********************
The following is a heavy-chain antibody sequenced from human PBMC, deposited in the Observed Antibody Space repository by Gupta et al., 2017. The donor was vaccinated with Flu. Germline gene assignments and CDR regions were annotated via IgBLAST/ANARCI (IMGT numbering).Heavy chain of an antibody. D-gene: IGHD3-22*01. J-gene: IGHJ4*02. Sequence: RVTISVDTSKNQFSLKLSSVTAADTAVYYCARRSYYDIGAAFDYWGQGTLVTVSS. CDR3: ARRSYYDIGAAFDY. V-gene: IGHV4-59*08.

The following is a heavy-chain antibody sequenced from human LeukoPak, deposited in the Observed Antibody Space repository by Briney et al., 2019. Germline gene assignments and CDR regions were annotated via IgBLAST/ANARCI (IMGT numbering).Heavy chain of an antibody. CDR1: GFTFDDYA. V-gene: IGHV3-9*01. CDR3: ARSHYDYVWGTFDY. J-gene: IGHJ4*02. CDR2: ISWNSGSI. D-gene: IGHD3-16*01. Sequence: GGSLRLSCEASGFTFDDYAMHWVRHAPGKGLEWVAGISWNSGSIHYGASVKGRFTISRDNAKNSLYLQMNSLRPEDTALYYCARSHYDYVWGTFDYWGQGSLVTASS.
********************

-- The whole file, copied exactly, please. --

The following is a heavy-chain antibody sequenced from human PBMC, deposited in the Observed Antibody Space repository by Gupta et al., 2017. The donor was vaccinated with Flu. Germline gene assignments and CDR regions were annotated via IgBLAST/ANARCI (IMGT numbering).Heavy chain of an antibody. D-gene: IGHD3-22*01. J-gene: IGHJ4*02. Sequence: RVTISVDTSKNQFSLKLSSVTAADTAVYYCARRSYYDIGAAFDYWGQGTLVTVSS. CDR3: ARRSYYDIGAAFDY. V-gene: IGHV4-59*08.

The following is a heavy-chain antibody sequenced from human LeukoPak, deposited in the Observed Antibody Space repository by Briney et al., 2019. Germline gene assignments and CDR regions were annotated via IgBLAST/ANARCI (IMGT numbering).Heavy chain of an antibody. CDR1: GFTFDDYA. V-gene: IGHV3-9*01. CDR3: ARSHYDYVWGTFDY. J-gene: IGHJ4*02. CDR2: ISWNSGSI. D-gene: IGHD3-16*01. Sequence: GGSLRLSCEASGFTFDDYAMHWVRHAPGKGLEWVAGISWNSGSIHYGASVKGRFTISRDNAKNSLYLQMNSLRPEDTALYYCARSHYDYVWGTFDYWGQGSLVTASS.